Dubai: Heart attack-induced deaths have come down in the last four decades with increased awareness and education among people on cardiac diseases and the need to follow healthy lifestyles.
This was the highlight of a webinar organised by Thumbay Hospital Fujairah on healthy lifestyles. Thousands of UAE recipients participated in the interactive session. The virtual event, organised as part of the group’s ‘Online Summer Healthcare Festival’, had experts responding to several queries from the participants, besides busting numerous myths surrounding heart conditions, exercise, eating habits etc.
When asked if people think heart disease can impact daily life, 98 per cent people responded in the affirmation, while only two per cent thought otherwise.
Speaking at the interactive web session, Dr Abdul Rahuman, Consultant Cardiologist at Thumbay Hospital Fujairah, said: “The number of deaths due to heart attacks has reduced drastically compared to the 1950s and 1960s, when 40-50 per cent patients died within a month after suffering a heart attack. The improvement can be attributed to advancements in the medical field, technology, surgical intervention, modern medicines and proper management techniques.”
Majority of heart patients recover well now
Dr Rahuman said that 95 per cent of patients are now able to resume their daily life after a heart attack and even in patients with heart pump failure, 70-80 per cent can now lead a normal life with medical support. “Very few people know that with appropriate guidance and timely intervention, it is indeed possible to live a completely healthy life even with heart conditions,” Dr Rahuman added.
Even though the death rate has come down, the risk factor remains alarmingly high due to unhealthy diet, physical inactivity, tobacco use and alcohol consumption. The effects show up in individuals as raised blood pressure, raised blood glucose, raised blood lipids and obesity.
Dr Rahuman advised participants to adopt heart-healthy habits that could make a big difference in the overall wellbeing of a person. “The risk from heart diseases can be significantly reduced by quitting smoking, avoiding trans-fats, exercising regularly, maintaining a healthy weight, controlling blood sugar and blood pressure, eating nutritious food and getting quality sleep for seven to eight hours every night,” said Dr Rahuman.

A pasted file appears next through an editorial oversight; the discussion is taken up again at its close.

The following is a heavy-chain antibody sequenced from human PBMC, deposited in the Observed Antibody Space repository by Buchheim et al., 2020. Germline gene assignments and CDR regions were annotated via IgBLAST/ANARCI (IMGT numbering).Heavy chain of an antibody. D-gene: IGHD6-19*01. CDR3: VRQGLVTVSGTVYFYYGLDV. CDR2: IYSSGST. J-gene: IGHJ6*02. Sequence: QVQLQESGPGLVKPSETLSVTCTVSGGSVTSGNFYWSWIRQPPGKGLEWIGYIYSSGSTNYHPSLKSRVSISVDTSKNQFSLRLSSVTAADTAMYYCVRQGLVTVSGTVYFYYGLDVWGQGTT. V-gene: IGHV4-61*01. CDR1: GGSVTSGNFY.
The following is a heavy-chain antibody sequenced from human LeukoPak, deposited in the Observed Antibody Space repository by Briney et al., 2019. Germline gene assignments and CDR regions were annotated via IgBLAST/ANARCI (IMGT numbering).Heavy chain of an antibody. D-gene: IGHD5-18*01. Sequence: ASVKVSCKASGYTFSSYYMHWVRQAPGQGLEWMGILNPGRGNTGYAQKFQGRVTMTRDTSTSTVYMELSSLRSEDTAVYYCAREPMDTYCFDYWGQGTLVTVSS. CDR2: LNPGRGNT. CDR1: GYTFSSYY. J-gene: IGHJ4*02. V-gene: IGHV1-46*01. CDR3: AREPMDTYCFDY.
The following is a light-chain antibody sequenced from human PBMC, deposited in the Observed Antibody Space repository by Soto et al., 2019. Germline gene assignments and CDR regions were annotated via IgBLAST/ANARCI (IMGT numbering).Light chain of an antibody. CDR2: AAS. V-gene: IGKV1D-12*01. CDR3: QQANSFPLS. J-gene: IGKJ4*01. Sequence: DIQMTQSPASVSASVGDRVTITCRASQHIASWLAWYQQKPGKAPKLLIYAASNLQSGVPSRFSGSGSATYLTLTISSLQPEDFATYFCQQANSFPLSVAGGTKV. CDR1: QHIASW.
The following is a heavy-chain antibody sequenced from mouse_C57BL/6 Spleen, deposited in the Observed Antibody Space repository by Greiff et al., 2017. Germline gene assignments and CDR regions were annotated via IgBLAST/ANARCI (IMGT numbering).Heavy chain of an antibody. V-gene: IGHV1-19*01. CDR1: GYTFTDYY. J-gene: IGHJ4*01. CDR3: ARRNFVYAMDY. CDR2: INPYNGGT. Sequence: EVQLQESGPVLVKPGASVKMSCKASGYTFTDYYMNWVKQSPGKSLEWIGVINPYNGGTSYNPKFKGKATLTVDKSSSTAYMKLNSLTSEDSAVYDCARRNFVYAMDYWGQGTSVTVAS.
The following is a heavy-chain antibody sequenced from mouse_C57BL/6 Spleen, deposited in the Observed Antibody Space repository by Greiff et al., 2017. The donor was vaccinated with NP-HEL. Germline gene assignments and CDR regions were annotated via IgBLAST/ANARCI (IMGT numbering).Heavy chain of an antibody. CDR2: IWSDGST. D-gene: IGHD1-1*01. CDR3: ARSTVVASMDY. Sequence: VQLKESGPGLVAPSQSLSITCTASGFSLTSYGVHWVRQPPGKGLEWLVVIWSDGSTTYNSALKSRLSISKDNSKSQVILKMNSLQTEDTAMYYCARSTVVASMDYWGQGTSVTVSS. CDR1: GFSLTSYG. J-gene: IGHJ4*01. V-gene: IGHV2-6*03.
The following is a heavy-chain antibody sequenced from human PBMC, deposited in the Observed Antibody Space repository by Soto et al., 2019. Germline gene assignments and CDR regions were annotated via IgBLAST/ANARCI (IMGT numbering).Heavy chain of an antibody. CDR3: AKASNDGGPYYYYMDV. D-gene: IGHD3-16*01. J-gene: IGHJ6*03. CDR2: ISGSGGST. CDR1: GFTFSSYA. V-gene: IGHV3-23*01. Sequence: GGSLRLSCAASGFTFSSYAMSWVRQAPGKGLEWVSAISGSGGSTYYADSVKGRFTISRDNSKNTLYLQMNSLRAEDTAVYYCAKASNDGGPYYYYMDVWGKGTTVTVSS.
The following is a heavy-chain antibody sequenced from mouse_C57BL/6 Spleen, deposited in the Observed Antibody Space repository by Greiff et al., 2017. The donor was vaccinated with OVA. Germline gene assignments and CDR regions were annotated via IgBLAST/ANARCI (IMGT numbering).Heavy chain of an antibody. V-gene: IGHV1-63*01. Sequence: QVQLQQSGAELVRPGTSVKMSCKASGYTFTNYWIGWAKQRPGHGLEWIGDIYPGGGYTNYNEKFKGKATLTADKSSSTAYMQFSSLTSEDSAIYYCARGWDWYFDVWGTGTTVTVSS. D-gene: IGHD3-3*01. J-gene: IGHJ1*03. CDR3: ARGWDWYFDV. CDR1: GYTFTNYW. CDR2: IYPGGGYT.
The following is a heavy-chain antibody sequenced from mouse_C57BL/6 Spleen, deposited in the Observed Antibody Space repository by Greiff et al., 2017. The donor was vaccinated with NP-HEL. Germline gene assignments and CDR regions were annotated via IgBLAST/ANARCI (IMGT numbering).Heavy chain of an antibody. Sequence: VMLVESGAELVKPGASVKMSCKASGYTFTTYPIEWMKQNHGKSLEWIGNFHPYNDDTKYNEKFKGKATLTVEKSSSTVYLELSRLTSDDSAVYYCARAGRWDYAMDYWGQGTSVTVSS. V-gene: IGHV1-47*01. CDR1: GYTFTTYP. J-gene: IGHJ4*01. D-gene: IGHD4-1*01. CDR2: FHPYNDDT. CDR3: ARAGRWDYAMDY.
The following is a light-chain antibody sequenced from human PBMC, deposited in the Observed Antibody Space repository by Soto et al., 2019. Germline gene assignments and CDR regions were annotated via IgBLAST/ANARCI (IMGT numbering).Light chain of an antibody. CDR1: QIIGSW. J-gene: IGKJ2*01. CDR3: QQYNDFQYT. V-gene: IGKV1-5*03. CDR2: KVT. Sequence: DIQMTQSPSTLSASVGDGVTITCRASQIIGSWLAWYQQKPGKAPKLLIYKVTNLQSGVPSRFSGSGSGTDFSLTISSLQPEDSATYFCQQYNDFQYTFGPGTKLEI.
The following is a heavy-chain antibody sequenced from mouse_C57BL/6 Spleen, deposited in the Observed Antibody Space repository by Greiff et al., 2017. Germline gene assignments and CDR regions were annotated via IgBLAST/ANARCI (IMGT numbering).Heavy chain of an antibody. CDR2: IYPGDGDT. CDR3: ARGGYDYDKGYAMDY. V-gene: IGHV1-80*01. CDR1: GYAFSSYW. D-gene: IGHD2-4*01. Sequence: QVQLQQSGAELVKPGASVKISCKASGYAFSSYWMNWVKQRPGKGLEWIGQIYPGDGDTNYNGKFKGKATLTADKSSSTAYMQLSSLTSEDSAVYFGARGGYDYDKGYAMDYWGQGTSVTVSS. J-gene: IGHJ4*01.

Quit smoking for a healthy heart
Sharing interesting insights about how quitting smoking can help people gain better control of their health, Dr Rahuman pointed out that within just 20 minutes after quitting smoking, people had seen their heart rate and blood pressure drop significantly. Moreover, damaged nerve endings began to regenerate after 48 hours of quitting smoking. Talking about the numerous benefits of quitting smoking, Dr Rahuman stressed that it can lower the risk of 12 types of cancers, chronic obstructive pulmonary disease (COPD) as well as cardiovascular diseases.
Talking about passive smoking, Dr Rahuman said studies had indicated an increase in risk of heart diseases for those exposed to it.
Active lifestyle a must for a healthy heart
Emphasising the benefits of exercise, Dr Rahuman endorsed an active lifestyle for adults with at least 150 minutes of moderate-intensity aerobic activity or 75 minutes of vigorous–intensity physical activity or a combination of both each week. Children and adolescents must also remain active for at least 60 minutes every day, Dr Rahuman recommended.
Guiding people on getting the right balance of different fats to keep cholesterol levels in check and maintain heart health, Dr Rahuman advised people to avoid trans-fat, limit saturated fats and replace these with essential polyunsaturated fats.
Fasting can heal
He said that diabetics must consume food with low glycemic index. “Fasting can also work as an essential tool in regeneration of trillions of body cells as it can promote autophagy — a vital process through which body’s cells clean out any unnecessary or damaged components, thereby providing abundant positive health benefits. Depending on the individual’s metabolism, significant autophagy may take two to four days of fasting in humans.”